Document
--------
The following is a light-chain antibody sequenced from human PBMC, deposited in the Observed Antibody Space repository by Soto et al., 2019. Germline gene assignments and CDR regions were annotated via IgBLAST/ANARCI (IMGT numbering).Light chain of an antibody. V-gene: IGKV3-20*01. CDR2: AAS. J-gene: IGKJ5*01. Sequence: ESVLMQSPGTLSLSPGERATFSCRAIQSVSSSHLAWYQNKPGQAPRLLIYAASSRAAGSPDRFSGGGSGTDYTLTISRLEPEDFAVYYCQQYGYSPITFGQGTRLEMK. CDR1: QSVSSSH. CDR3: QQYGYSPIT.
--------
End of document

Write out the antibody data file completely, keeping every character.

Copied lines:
The following is a light-chain antibody sequenced from human PBMC, deposited in the Observed Antibody Space repository by Soto et al., 2019. Germline gene assignments and CDR regions were annotated via IgBLAST/ANARCI (IMGT numbering).Light chain of an antibody. V-gene: IGKV3-20*01. CDR2: AAS. J-gene: IGKJ5*01. Sequence: ESVLMQSPGTLSLSPGERATFSCRAIQSVSSSHLAWYQNKPGQAPRLLIYAASSRAAGSPDRFSGGGSGTDYTLTISRLEPEDFAVYYCQQYGYSPITFGQGTRLEMK. CDR1: QSVSSSH. CDR3: QQYGYSPIT.